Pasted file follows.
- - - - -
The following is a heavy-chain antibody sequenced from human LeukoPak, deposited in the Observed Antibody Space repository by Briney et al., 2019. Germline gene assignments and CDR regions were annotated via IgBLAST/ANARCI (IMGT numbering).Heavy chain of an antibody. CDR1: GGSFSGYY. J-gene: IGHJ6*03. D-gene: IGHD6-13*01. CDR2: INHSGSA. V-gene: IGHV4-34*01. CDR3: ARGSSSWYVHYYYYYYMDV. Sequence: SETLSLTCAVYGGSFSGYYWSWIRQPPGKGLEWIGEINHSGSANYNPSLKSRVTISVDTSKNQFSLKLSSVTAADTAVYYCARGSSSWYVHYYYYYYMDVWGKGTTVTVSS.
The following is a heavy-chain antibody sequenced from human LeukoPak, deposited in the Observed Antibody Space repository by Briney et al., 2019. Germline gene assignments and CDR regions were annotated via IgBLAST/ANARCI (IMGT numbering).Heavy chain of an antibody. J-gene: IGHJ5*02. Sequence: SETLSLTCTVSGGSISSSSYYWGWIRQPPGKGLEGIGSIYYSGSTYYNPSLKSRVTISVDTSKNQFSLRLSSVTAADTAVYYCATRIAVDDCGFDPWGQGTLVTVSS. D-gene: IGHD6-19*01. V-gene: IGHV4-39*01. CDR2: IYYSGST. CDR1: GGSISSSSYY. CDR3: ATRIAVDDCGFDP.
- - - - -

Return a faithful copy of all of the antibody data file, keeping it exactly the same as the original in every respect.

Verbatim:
The following is a heavy-chain antibody sequenced from human LeukoPak, deposited in the Observed Antibody Space repository by Briney et al., 2019. Germline gene assignments and CDR regions were annotated via IgBLAST/ANARCI (IMGT numbering).Heavy chain of an antibody. CDR1: GGSFSGYY. J-gene: IGHJ6*03. D-gene: IGHD6-13*01. CDR2: INHSGSA. V-gene: IGHV4-34*01. CDR3: ARGSSSWYVHYYYYYYMDV. Sequence: SETLSLTCAVYGGSFSGYYWSWIRQPPGKGLEWIGEINHSGSANYNPSLKSRVTISVDTSKNQFSLKLSSVTAADTAVYYCARGSSSWYVHYYYYYYMDVWGKGTTVTVSS.
The following is a heavy-chain antibody sequenced from human LeukoPak, deposited in the Observed Antibody Space repository by Briney et al., 2019. Germline gene assignments and CDR regions were annotated via IgBLAST/ANARCI (IMGT numbering).Heavy chain of an antibody. J-gene: IGHJ5*02. Sequence: SETLSLTCTVSGGSISSSSYYWGWIRQPPGKGLEGIGSIYYSGSTYYNPSLKSRVTISVDTSKNQFSLRLSSVTAADTAVYYCATRIAVDDCGFDPWGQGTLVTVSS. D-gene: IGHD6-19*01. V-gene: IGHV4-39*01. CDR2: IYYSGST. CDR1: GGSISSSSYY. CDR3: ATRIAVDDCGFDP.